'Simple' Sats tests will stay, says PM

Questions about Sats causing stress for pupils were raised in the Commons during Mental Health Awareness Week

Helen Ward

Prime minister Theresa May has defended Sats tests, amid claims that they are causing primary pupils undue stress

With Year 6 children grappling with Sats questions on grammar, punctuation and mathematical problem-solving this week, MPs today discussed whether the tests should be scrapped.

Rosie Duffield, Labour MP for Canterbury, asked Theresa May about Sats at Prime Minister’s Questions.

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“As this is Mental Health Awareness Week, does the prime minister agree with the Labour Party that it is time to scrap tests for pre-teenage children, such as Sats and, in Kent, the 11-plus, which we know cause them to experience stress, anxiety and a sense of failure?” she said.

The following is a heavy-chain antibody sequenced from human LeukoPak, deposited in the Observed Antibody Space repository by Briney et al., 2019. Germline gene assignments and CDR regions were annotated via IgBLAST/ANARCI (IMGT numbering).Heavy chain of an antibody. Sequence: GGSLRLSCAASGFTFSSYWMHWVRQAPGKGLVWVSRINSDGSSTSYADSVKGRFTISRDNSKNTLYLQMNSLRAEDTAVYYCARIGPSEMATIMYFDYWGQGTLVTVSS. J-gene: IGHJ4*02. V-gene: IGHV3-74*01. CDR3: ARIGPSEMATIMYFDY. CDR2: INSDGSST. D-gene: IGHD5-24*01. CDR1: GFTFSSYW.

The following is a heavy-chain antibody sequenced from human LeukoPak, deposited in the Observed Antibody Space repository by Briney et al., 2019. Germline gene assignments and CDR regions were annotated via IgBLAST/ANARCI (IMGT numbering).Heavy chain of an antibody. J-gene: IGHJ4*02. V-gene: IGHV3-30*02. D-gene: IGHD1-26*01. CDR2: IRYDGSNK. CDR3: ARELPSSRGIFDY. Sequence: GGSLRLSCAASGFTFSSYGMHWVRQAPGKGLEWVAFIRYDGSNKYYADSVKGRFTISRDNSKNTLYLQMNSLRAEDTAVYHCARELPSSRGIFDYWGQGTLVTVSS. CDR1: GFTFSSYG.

'It is right that Sats continue'

Ms May replied: “What is important, as children go through their education, is that we make sure they are receiving the right education for them and we make sure that schools are providing the right quality of education.

“Simple tests that enable judgments to be made about where children are in relation to their learning through their school career are, I believe, right. It is right that they were introduced and it is right that they continue.”

Teachers who oversaw children taking the tests this week said today’s maths papers were harder than expected and there were mixed opinions on the reading test taken yesterday.

Jeremy Corbyn, Labour leader, announced last month that, should Labour come to power, it would abolish Sats and the Reception baseline assessment, but schools minister Nick Gibb said at the time that abolishing the tests would be a “terrible, retrograde step” because they were pivotal in raising standards in primary schools.

The key stage 2 Sats tests are taken by around 600,000 pupils in Year 6. The results will be returned to schools on 9 July.

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Helen Ward

Helen Ward

Helen Ward is a reporter at Tes

Find me on Twitter @teshelen

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